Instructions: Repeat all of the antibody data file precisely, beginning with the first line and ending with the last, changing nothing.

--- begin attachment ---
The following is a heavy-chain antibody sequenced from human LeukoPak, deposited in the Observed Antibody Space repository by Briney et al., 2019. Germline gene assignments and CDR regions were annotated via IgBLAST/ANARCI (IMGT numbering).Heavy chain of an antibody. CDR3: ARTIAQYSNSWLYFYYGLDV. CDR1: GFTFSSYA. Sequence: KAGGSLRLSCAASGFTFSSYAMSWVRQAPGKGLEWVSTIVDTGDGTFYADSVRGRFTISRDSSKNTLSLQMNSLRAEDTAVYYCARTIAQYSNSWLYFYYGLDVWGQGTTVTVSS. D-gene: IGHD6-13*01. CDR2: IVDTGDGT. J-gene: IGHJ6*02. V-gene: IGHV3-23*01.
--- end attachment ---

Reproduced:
The following is a heavy-chain antibody sequenced from human LeukoPak, deposited in the Observed Antibody Space repository by Briney et al., 2019. Germline gene assignments and CDR regions were annotated via IgBLAST/ANARCI (IMGT numbering).Heavy chain of an antibody. CDR3: ARTIAQYSNSWLYFYYGLDV. CDR1: GFTFSSYA. Sequence: KAGGSLRLSCAASGFTFSSYAMSWVRQAPGKGLEWVSTIVDTGDGTFYADSVRGRFTISRDSSKNTLSLQMNSLRAEDTAVYYCARTIAQYSNSWLYFYYGLDVWGQGTTVTVSS. D-gene: IGHD6-13*01. CDR2: IVDTGDGT. J-gene: IGHJ6*02. V-gene: IGHV3-23*01.